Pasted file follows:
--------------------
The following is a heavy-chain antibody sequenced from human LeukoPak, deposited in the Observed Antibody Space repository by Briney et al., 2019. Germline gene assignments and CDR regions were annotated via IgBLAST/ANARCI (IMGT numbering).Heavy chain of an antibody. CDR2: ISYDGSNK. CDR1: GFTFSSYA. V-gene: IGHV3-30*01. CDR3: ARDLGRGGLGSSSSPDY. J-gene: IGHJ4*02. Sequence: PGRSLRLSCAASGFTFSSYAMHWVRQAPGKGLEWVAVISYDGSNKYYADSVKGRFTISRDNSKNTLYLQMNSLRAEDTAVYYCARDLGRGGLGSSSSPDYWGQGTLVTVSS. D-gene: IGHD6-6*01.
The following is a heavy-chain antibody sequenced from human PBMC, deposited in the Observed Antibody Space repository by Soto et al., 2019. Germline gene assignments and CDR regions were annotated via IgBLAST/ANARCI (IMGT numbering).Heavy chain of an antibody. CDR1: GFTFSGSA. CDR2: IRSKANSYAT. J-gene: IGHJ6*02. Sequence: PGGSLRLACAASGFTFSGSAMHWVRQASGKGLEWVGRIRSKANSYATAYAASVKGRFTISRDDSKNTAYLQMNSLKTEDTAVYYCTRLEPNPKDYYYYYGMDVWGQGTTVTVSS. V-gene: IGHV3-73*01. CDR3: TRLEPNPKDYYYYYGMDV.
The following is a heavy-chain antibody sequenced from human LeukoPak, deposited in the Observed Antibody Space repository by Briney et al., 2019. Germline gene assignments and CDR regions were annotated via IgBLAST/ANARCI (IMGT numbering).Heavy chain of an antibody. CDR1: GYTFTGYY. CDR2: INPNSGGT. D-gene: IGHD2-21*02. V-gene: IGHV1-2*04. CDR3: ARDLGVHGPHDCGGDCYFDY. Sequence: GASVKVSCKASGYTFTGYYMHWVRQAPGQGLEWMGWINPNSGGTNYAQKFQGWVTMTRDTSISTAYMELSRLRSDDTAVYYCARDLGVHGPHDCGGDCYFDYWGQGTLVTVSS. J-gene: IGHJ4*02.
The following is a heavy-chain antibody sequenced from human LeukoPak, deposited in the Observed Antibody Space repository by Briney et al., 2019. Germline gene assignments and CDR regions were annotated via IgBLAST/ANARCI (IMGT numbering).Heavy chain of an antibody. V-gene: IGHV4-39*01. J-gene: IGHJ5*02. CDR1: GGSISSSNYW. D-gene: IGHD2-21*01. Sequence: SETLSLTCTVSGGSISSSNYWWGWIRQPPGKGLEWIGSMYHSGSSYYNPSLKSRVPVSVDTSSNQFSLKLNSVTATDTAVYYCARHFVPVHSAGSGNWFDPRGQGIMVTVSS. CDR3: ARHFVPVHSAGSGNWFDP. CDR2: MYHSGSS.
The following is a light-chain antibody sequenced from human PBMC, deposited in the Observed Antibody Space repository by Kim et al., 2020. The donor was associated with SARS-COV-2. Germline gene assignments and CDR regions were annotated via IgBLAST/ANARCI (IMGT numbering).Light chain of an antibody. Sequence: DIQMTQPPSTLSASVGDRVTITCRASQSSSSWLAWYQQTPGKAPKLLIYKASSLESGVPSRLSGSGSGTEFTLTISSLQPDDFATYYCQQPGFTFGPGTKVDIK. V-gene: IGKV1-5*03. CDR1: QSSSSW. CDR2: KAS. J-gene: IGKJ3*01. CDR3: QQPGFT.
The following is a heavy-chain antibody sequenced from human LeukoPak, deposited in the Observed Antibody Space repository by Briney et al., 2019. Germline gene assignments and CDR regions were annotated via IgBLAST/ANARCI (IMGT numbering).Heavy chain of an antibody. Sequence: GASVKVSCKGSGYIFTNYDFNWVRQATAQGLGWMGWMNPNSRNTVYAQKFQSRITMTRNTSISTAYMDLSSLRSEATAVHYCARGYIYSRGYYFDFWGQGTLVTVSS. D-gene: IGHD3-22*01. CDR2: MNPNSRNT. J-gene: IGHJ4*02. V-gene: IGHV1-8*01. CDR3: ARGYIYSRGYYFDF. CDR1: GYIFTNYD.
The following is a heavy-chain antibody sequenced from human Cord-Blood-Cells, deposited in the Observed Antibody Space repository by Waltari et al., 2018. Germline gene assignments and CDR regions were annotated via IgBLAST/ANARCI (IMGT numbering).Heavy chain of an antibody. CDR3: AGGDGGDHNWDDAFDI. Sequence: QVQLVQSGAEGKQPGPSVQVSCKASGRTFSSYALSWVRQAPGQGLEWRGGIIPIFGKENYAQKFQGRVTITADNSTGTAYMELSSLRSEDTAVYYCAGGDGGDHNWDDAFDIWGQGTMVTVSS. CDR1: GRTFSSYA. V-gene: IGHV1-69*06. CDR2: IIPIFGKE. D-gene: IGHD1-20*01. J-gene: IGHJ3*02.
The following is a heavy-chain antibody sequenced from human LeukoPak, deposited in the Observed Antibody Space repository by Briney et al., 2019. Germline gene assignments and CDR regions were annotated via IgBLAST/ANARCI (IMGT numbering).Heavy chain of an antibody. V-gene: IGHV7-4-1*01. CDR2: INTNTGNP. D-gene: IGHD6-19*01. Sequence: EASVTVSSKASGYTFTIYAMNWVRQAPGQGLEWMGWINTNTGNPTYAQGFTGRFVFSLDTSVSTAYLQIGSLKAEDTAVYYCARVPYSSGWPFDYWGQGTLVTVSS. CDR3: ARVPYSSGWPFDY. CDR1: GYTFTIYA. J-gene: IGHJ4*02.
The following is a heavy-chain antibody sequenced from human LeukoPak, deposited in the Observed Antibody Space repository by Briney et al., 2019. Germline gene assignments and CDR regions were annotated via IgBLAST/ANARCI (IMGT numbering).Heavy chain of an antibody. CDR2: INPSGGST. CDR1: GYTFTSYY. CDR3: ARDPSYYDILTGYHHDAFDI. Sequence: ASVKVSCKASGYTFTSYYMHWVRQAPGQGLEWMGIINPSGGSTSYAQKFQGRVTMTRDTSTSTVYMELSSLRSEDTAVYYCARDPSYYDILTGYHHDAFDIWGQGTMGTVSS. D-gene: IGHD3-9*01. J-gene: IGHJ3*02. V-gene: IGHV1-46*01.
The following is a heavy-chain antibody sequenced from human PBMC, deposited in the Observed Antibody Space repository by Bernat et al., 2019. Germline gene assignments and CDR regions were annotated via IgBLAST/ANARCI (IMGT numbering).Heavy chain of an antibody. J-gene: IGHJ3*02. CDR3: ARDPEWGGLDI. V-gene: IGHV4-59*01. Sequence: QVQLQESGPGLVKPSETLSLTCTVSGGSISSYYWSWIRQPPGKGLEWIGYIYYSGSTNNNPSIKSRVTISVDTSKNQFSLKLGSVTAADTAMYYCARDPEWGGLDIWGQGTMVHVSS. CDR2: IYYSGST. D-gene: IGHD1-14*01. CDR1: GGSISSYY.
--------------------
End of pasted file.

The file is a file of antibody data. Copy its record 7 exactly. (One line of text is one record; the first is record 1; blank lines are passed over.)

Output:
The following is a heavy-chain antibody sequenced from human Cord-Blood-Cells, deposited in the Observed Antibody Space repository by Waltari et al., 2018. Germline gene assignments and CDR regions were annotated via IgBLAST/ANARCI (IMGT numbering).Heavy chain of an antibody. CDR3: AGGDGGDHNWDDAFDI. Sequence: QVQLVQSGAEGKQPGPSVQVSCKASGRTFSSYALSWVRQAPGQGLEWRGGIIPIFGKENYAQKFQGRVTITADNSTGTAYMELSSLRSEDTAVYYCAGGDGGDHNWDDAFDIWGQGTMVTVSS. CDR1: GRTFSSYA. V-gene: IGHV1-69*06. CDR2: IIPIFGKE. D-gene: IGHD1-20*01. J-gene: IGHJ3*02.